PRS-CS can be applied to individual-level data, but only GWAS summary statistics and an external LD reference panel are required. In the current study, the 1,000 Genomes Project European sample (N=503) was used as the external LD reference.

The journal article presents the conceptual framework in detail. The priors are represented as global–local scale mixtures of normals where a global scaling parameter, Φ, shares across genetic markers and controls the degree of sparseness of the model. The researchers also developed PRS-CS-auto, a fully Bayesian approach that enables automatic learning of Φ from GWAS summary statistics.


Using UK Biobank data, the researchers conducted simulation studies of the predictive power of PRS-CS and PRS-CS-auto across different genetic architectures and GWAS sample sizes. They compared the results with those of four other polygenic prediction methods:

  • Polygenic scoring based on all genetic markers (unadjusted PRS)
  • P-value thresholding (P+T)
  • LDpred
  • LDpred-inf (LDpred specialized to an infinitesimal prior)

This analysis found that:

  • Methods that account for local LD patterns (LDpred, PRS-CS and PRS-CS-auto) outperformed P+T, which discards LD information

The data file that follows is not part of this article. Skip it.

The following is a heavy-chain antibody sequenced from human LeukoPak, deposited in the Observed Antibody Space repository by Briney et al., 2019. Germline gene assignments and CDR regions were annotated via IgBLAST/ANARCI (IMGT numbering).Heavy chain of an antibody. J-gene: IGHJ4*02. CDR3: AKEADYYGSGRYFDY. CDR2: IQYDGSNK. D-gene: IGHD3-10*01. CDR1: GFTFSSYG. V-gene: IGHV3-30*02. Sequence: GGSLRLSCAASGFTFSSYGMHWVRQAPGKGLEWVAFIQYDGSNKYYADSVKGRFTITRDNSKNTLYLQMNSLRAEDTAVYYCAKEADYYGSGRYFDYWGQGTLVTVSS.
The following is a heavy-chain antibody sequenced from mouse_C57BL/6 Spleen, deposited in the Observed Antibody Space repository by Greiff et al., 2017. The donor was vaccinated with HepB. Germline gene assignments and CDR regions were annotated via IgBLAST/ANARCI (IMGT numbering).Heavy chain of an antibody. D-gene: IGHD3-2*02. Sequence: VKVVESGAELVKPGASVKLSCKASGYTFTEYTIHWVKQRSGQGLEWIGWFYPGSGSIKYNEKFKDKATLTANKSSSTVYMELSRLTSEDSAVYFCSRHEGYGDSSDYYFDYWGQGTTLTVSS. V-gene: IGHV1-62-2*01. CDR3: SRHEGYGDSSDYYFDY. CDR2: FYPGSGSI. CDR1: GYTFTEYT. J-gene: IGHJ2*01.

• When the genetic architecture was sparse, the prediction accuracy of LDpred decreased dramatically as the GWAS sample size grew, probably because LDpred does not accurately adjust for the LD structure. In contrast, PRS-CS and PRS-CS-auto were minimally affected in these scenarios
  • In a few scenarios where the GWAS sample was small, PRS-CS had lower prediction accuracy than LDpred, but it outperformed LDpred as the GWAS sample grew across all genetic architectures
  • PRS-CS-auto did not perform well when the GWAS sample size was small and the genetic architecture was sparse, but it approached the accuracy of PRS-CS as the sample size increased

Real-Data Analyses

The researchers then evaluated how well PRS-CS, PRS-CS-auto and the other methods could predict six common complex diseases and six quantitative traits using samples from the Partners HealthCare Biobank. They found that:

  • For breast cancer and rheumatoid arthritis, PRS-CS was substantially more accurate than LDpred
  • For coronary artery disease, depression and type 2 diabetes, LDpred and PRS-CS performed similarly, and both were dramatically better than P+T
  • PRS-CS was inferior to LDpred only in the prediction of inflammatory bowel disease. Among all diseases and traits, inflammatory bowel disease had the smallest GWAS sample, so this result was consistent with the simulations
  • PRS-CS-auto was less accurate than LDpred for all diseases except breast cancer. To date, the GWAS samples for most diseases may not be large enough for PRS-CS-auto to accurately learn the global shrinkage parameter
  • For all traits evaluated (height, body mass index, high-density lipoproteins, low-density lipoproteins, cholesterol and triglycerides), both PRS-CS and PRS-CS-auto were the most accurate methods
  • Although PRS-CS represents a substantial improvement over existing methods for polygenic prediction, its accuracy is still lower than what is needed clinically. As GWAS sample sizes continue to grow, however, PRS-CS and PRS-CS-auto should demonstrate even greater advantages.